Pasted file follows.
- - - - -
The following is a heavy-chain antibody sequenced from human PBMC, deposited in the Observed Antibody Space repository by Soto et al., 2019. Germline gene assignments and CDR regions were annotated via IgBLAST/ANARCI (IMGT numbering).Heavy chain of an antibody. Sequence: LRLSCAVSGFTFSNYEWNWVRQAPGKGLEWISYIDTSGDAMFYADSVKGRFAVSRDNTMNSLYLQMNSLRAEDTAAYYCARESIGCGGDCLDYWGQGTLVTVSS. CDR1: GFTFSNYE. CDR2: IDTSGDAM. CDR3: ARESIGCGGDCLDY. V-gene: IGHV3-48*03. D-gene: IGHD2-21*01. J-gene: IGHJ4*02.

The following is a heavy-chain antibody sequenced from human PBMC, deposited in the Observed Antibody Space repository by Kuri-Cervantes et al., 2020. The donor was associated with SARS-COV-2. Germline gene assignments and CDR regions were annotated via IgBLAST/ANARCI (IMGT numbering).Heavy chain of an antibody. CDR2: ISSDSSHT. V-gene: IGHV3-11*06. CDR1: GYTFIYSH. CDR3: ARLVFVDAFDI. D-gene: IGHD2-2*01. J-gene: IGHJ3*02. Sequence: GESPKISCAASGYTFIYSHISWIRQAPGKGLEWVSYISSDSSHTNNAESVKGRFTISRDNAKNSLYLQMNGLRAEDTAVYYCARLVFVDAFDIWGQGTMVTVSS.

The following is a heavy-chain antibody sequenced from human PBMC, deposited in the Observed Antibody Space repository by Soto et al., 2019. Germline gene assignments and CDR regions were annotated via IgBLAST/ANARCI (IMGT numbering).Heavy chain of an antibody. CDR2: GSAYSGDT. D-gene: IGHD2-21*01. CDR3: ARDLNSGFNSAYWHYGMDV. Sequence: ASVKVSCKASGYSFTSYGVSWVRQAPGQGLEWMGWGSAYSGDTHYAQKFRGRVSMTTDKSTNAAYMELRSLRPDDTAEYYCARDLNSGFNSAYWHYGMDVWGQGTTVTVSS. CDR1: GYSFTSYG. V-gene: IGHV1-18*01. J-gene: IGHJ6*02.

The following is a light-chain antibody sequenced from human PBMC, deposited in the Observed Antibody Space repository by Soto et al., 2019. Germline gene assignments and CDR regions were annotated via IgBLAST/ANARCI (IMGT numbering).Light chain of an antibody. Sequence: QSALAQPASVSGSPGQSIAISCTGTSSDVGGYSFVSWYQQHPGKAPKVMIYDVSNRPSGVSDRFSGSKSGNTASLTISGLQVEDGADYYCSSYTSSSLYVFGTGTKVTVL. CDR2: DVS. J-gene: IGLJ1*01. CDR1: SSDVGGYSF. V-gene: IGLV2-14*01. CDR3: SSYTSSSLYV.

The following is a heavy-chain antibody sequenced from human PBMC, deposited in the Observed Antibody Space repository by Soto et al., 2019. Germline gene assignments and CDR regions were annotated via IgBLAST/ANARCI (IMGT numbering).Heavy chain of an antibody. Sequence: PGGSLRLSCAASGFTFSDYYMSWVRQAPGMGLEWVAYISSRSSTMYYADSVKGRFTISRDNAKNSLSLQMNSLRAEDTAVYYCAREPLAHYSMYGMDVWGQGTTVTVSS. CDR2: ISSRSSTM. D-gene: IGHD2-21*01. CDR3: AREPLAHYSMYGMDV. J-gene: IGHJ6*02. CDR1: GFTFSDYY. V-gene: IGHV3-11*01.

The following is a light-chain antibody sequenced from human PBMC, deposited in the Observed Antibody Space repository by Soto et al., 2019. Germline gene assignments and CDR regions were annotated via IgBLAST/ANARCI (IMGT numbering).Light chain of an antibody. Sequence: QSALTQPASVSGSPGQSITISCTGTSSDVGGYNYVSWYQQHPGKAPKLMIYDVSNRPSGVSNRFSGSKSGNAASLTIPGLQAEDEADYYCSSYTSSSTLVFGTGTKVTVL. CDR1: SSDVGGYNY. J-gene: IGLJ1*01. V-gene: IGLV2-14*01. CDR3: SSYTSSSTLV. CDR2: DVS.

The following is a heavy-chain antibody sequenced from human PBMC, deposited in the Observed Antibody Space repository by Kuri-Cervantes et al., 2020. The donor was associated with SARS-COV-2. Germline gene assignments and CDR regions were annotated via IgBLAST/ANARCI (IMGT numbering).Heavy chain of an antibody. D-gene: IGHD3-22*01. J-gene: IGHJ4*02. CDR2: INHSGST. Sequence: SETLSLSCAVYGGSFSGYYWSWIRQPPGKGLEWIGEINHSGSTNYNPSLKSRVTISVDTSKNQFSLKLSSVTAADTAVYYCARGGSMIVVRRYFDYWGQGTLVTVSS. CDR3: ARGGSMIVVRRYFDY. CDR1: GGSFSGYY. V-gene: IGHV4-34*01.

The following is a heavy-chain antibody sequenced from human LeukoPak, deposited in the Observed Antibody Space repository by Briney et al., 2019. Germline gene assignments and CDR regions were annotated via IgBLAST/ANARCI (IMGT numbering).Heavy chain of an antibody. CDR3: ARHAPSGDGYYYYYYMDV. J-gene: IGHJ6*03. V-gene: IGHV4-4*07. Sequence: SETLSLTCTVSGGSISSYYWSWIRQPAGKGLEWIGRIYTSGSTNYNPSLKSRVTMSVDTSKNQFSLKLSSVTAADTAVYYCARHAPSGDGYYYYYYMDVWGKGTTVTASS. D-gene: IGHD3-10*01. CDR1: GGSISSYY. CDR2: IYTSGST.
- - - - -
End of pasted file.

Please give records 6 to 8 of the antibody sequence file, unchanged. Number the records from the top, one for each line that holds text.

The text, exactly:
The following is a light-chain antibody sequenced from human PBMC, deposited in the Observed Antibody Space repository by Soto et al., 2019. Germline gene assignments and CDR regions were annotated via IgBLAST/ANARCI (IMGT numbering).Light chain of an antibody. Sequence: QSALTQPASVSGSPGQSITISCTGTSSDVGGYNYVSWYQQHPGKAPKLMIYDVSNRPSGVSNRFSGSKSGNAASLTIPGLQAEDEADYYCSSYTSSSTLVFGTGTKVTVL. CDR1: SSDVGGYNY. J-gene: IGLJ1*01. V-gene: IGLV2-14*01. CDR3: SSYTSSSTLV. CDR2: DVS.

The following is a heavy-chain antibody sequenced from human PBMC, deposited in the Observed Antibody Space repository by Kuri-Cervantes et al., 2020. The donor was associated with SARS-COV-2. Germline gene assignments and CDR regions were annotated via IgBLAST/ANARCI (IMGT numbering).Heavy chain of an antibody. D-gene: IGHD3-22*01. J-gene: IGHJ4*02. CDR2: INHSGST. Sequence: SETLSLSCAVYGGSFSGYYWSWIRQPPGKGLEWIGEINHSGSTNYNPSLKSRVTISVDTSKNQFSLKLSSVTAADTAVYYCARGGSMIVVRRYFDYWGQGTLVTVSS. CDR3: ARGGSMIVVRRYFDY. CDR1: GGSFSGYY. V-gene: IGHV4-34*01.

The following is a heavy-chain antibody sequenced from human LeukoPak, deposited in the Observed Antibody Space repository by Briney et al., 2019. Germline gene assignments and CDR regions were annotated via IgBLAST/ANARCI (IMGT numbering).Heavy chain of an antibody. CDR3: ARHAPSGDGYYYYYYMDV. J-gene: IGHJ6*03. V-gene: IGHV4-4*07. Sequence: SETLSLTCTVSGGSISSYYWSWIRQPAGKGLEWIGRIYTSGSTNYNPSLKSRVTMSVDTSKNQFSLKLSSVTAADTAVYYCARHAPSGDGYYYYYYMDVWGKGTTVTASS. D-gene: IGHD3-10*01. CDR1: GGSISSYY. CDR2: IYTSGST.